Few things threaten America’s future prosperity more than climate change.
But there is growing hope. Every 3 minutes of every single day, the U.S. solar industry is helping to fight this battle by flipping the switch on another completed solar project.
According to GTM Research and the Solar Energy Industries Association (SEIA), the United States will install an estimated 7.4 gigawatts (GW) of solar this year – a 42 percent increase over 2013 – making it the best year ever for solar installations in America. What’s more, solar accounted for a record 53 percent of all new electric generation capacity installed in the first half of 2014, pushing solar to the front as the fastest-growing source of renewable energy in America.
By year’s end, the United States will have an estimated 20.2 GW of installed solar capacity, enough to effectively power nearly 4 million homes – or every single household in a state the size of Massachusetts or New Jersey – with another 20 GW in the pipeline for 2015 and 2016.
In addition, innovative solar heating and cooling systems (SHC) are offering American consumers cost-efficient, effective options for meeting their energy needs, while lowering their utility bills. In fact, a report prepared for SEIA outlines an aggressive plan to install 100 million SHC panels in the United States by 2050. This action alone would create 50,250 new American jobs and save more than $61 billion in future energy costs.
From an environmental perspective, solar will help to offset an estimated 20 million metric tons of harmful CO2 emissions in 2014, which is the equivalent of taking four million cars off U.S. highways, saving 2.1 billion gallons of gasoline or shuttering five coal-fired power plants.
Simply put, when looking at America’s energy future, solar can be a real game changer, providing more and more homes, businesses, schools and government entities across the United States with clean, reliable and affordable electricity, while also helping states to meet proposed new obligations under Section 111(d) of the Clean Air Act.
Today, the U.S. solar market segments include utility scale photovoltaic or PV (48 percent); utility scale concentrating solar power, also known as CSP (9 percent); non-residential PV (26 percent); and residential PV (17 percent). All totaled, there are an estimated 650,000 installed solar energy systems in the United States, including systems on more than half a million homes.
The residential sector is expected to grow an estimated 55 percent in 2014 – the largest among the market segments in terms of annual percentage growth. This year’s rapid growth in residential solar is expected to bring cumulative installed residential capacity to 3.5 GW, which is more than five times the amount of residential solar that existed in 2010. In fact, when all of the 2014 numbers are in, five states – California, Arizona, Hawaii, New Jersey and New York – are each projected to have installed more residential solar than the entire country did in 2006.
The residential market has now grown by at least 50 percent in each of the past three years, largely due to continued decreases in the price of a solar installation. Through the midway point of 2014, the price to install residential solar had fallen to $3.92/watt – more than 41 percent lower than 2010 and 6 percent lower than a year ago. When combined with increased market competition and new financing options, solar has never been more cost-effective for the residential consumer.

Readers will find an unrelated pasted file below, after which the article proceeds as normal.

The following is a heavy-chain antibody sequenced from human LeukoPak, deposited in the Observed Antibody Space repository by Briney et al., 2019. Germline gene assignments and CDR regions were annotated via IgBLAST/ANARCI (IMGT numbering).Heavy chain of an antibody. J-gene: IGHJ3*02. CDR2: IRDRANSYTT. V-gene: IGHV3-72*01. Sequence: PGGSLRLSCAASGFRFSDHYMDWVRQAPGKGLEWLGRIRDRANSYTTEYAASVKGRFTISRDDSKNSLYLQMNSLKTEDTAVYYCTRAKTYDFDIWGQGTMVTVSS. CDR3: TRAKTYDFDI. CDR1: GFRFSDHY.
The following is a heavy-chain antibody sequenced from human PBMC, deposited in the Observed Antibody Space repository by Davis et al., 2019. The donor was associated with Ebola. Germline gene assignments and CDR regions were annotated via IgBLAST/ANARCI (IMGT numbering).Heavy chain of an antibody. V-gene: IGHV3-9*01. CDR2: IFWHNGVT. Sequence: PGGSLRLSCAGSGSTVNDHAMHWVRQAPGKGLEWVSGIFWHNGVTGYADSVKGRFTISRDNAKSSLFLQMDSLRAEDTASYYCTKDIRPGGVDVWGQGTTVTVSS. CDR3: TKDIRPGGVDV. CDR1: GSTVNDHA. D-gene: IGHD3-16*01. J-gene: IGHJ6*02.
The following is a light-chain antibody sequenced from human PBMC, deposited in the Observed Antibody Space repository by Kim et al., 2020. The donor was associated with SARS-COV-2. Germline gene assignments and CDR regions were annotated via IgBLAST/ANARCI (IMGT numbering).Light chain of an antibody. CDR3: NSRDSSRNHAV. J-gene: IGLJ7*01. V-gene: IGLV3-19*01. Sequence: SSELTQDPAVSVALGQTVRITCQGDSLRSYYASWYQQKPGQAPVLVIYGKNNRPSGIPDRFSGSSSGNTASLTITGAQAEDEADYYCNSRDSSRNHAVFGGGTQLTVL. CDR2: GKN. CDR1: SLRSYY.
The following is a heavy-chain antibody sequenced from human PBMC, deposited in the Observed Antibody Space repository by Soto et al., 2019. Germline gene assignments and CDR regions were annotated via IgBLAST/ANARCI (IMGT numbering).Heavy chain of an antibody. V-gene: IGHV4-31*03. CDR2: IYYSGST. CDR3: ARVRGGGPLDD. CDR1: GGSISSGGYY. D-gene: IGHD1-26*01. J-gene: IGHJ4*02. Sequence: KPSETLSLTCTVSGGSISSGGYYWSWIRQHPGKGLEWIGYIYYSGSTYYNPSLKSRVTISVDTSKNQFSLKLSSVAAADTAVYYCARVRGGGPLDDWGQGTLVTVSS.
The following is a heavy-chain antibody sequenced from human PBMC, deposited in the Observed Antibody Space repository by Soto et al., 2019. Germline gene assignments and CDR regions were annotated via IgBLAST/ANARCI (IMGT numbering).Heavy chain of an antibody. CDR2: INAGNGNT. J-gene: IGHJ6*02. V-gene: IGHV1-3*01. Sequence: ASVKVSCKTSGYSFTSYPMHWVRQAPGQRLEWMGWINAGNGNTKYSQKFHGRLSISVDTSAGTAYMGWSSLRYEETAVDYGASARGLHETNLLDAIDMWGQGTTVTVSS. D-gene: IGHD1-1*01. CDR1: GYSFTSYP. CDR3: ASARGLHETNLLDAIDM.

U.S. businesses are also investing heavily in solar. According to SEIA’s annual Solar Means Business Report, which identifies major commercial solar projects and ranks top corporate solar users, Walmart remained America’s commercial solar leader for the third year in a row with 105 megawatts (MW) installed at 255 locations.
Other Blue Chip companies with large solar portfolios include Costco, Kohl’s, Apple, IKEA, Macy’s, Johnson & Johnson, McGraw Hill, Staples, Campbell’s Soup, U.S. Foods, Bed Bath & Beyond, Kaiser Permanente, Volkswagen, Walgreens, Target, Safeway, FedEx, Intel, L’Oreal, General Motors, Toys “R” Us, Verizon, Toyota and AT&T.
Combined, these companies have deployed 569 MW of solar capacity – a 28 percent increase over a year ago. Collectively, they’re playing an increasingly important role in the development, expansion and promotion of solar nationwide, while also reducing their operating expenses, benefiting customers and shareholders alike.
But the growth of solar in the United States isn’t limited to commercial businesses – it’s spread across all sectors. Today, there are nearly 15 GW of utility-scale, clean energy solar projects under contract in the United States – utilizing both PV and CSP technologies – which will put thousands of electricians, steelworkers and laborers to work, spurring the economy while helping to reduce carbon emissions.
Additionally, more than 15 major solar power plants (100 MW and above) have already come online, including Ivanpah (392 MW), Topaz (300 MW), Agua Caliente (290 MW), Solana (280 MW) and Desert Sunlight (278 MW). Solana also features six hours of thermal energy storage, enabling it to deliver electricity long after the sun has gone down.
Today, the solar industry employs 143,000 Americans and pumps more than $15 billion a year into the U.S. economy. This remarkable growth is due, in large part, to smart and effective public policies, such as the Solar Investment Tax Credit (ITC), Net Energy Metering (NEM) and Renewable Energy Standards (RES). By any measurement, these policies are paying huge dividends for both the economy and environment.
Rhone Resch, president & CEO, SEIA